The Complete Tales of Washington Irving

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Doubleday, 1975 - Fiction - 798 pages
Washington Irving (1783-1859) was the first American literary artist to earn his living solely through his writings and the first to enjoy international acclaim. In addition to his long public service

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Review: The Complete Tales

User Review  - Peg - Goodreads

Great to revisit some of my favorite Washington Irving Tales, but too much to sit and read the book from cover to cover. Have purchased a copy (used Amazon) and look forward to savoring the rest of the stories at a leisurely pace. Read full review

Contents

RIP VAN WINKLE
1
THE SPECTRE BRIDEGROOM
17
THE LEGEND OF SLEEPY HOLLOW
31
Copyright

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About the author (1975)

Washington Irving, one of the first Americans to achieve international recognition as an author, was born in New York City in 1783. His A History of New York, published in 1809 under the name of Diedrich Knickerbocker, was a satirical history of New York that spanned the years from 1609 to 1664. Under another pseudonym, Geoffrey Crayon, he wrote The Sketch-book, which included essays about English folk customs, essays about the American Indian, and the two American stories for which he is most renowned--"The Legend of Sleepy Hollow" and "Rip Van Winkle." Irving served as a member of the U.S. legation in Spain from 1826 to 1829 and as minister to Spain from 1842 to 1846. Following his return to the U.S. in 1846, he began work on a five-volume biography of Washington that was published from 1855-1859. Washington Irving died in 1859 in New York.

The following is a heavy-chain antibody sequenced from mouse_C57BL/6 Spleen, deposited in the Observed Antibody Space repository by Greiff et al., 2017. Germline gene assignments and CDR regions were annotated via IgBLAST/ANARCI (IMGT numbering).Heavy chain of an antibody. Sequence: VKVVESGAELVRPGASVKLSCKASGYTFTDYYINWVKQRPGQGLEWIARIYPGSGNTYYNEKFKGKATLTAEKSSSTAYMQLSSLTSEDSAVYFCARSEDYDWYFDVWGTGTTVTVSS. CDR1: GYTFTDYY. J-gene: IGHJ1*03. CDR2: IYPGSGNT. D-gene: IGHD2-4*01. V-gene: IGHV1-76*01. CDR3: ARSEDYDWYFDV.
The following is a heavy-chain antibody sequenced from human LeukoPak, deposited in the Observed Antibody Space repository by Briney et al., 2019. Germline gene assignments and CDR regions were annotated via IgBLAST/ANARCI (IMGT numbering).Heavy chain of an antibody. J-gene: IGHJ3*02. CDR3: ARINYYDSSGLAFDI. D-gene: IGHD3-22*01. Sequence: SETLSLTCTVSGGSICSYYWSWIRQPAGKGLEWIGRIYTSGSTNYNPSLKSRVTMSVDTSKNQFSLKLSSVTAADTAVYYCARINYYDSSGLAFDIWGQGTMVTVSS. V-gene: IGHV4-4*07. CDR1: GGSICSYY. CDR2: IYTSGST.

Charles Neider, 1915 - 2001 Charles Neider was born in 1915 in Odessa, Russia. At the age of 5, he and his family moved to the United States, settling in Richmond, Virginia. Neider later moved to New York and attended City College. In 1959, his most famous book was published entitled, "The Autobiography of Mark Twain," which was later named as one of the 100 Best Nonfiction books written in English during the 20th Century by the Modern Library. He has also edited and annotated around a dozen anthologies of Mark Twain tales, and edited the works of Robert Louis Stevenson, Washington Irving and Leo Tolstoy. Neider considered himself to be a naturalist as well as a writer. Between '69 and '77, he participated in three expeditions to Antarctica funded by the National Science Foundation and the United States Navy. He wrote about these trips in "Edge of the World: Ross Island, Antarctica" and "Beyond Cape Horn: Travels in the Antarctic." He also wrote of his own harrowing adventure when the helicopter he was flying in crashed on Mount Erebus in 1971. He wrote fiction about Billy the Kid, and the last book he wrote was a semi-autobiographical book about his struggle with prostate cancer. Charles Neider died July 11, 2001 at the age of 86.

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